The government’s plan to lease land in Zambia to produce maize to supplement local supply has received conditional support from parliament, seven months after it expressed the interest.

Parliamentary Agriculture Committee confirmed that the declared idea is valid and achievable but only if the government agrees to support the private sector to undertake it instead of pursuing it alone.

“Even locally the government is a facilitator in maize production and thus cannot purport to undertake production of the same in Zambia. The best option is to allow private sector lease and seek the produce locally to ease shortage at any given time,” said John Mutunga, the Committee chairman.

Last week, Agriculture Cabinet Secretary Mithika Linturi said the intention is still on and the government is working on a structured arrangement to ensure the same is actualised.

In a phone interview, Mutunga confirmed that indeed his team together with other members of parliament was in Zambia two weeks ago to attend an African Union (AU) sponsored agriculture meeting.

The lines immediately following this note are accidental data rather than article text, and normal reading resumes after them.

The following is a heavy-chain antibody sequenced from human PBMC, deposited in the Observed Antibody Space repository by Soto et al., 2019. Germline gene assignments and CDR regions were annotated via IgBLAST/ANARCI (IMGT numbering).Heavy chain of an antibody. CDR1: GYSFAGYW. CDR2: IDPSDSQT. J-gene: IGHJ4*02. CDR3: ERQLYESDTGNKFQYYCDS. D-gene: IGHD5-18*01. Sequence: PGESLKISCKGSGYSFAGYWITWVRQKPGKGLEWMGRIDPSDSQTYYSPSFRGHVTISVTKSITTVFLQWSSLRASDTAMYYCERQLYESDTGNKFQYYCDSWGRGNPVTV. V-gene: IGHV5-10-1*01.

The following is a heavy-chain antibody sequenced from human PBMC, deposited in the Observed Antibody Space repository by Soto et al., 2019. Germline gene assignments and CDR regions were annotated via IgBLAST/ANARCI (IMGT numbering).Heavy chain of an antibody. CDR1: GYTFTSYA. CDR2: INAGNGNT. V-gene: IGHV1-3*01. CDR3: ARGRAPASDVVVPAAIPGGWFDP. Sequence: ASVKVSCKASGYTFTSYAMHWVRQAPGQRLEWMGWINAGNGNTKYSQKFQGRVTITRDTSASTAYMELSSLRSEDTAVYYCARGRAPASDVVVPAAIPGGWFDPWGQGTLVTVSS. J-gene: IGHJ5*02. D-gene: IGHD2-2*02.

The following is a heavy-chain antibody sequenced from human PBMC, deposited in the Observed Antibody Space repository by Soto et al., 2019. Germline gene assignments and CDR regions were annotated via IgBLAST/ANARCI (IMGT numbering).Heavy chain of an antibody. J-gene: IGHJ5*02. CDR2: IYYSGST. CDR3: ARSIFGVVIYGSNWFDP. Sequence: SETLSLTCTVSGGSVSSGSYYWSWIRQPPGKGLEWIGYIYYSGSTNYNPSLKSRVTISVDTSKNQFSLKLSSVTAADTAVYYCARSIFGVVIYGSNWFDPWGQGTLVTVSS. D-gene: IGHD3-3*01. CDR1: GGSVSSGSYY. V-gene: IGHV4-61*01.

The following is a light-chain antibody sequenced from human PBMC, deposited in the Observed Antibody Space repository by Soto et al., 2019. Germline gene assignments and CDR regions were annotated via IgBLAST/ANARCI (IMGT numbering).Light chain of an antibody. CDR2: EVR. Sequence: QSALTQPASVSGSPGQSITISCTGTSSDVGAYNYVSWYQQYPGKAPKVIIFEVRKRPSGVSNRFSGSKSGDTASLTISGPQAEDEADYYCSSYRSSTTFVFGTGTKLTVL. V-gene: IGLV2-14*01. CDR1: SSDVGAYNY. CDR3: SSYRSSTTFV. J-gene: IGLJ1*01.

“And during the meeting, authorities from the Zambia Government shared a convincing presentation in one of the sessions which confirmed that foreigners are allowed to take up land and grow maize,” he said.

The Zambia government the legislator insisted has already developed a mechanism that allows other countries to exploit its land for food production.

Private sector

“The authorities did confirm Kenya has expressed interest in leasing land to grow food to feed her population. The idea is viable and achievable especially if the Kenya government decides to facilitate the private sector to produce maize on behalf of the state.

Zambia, he added is endowed with a huge chunk and fertile unexploited land coupled with a low population and thus offers a better opportunity for Kenya to tap to produce more food to feed the population.  The cost of production in Zambia, Mutunga confirmed is equally low compared to Kenya.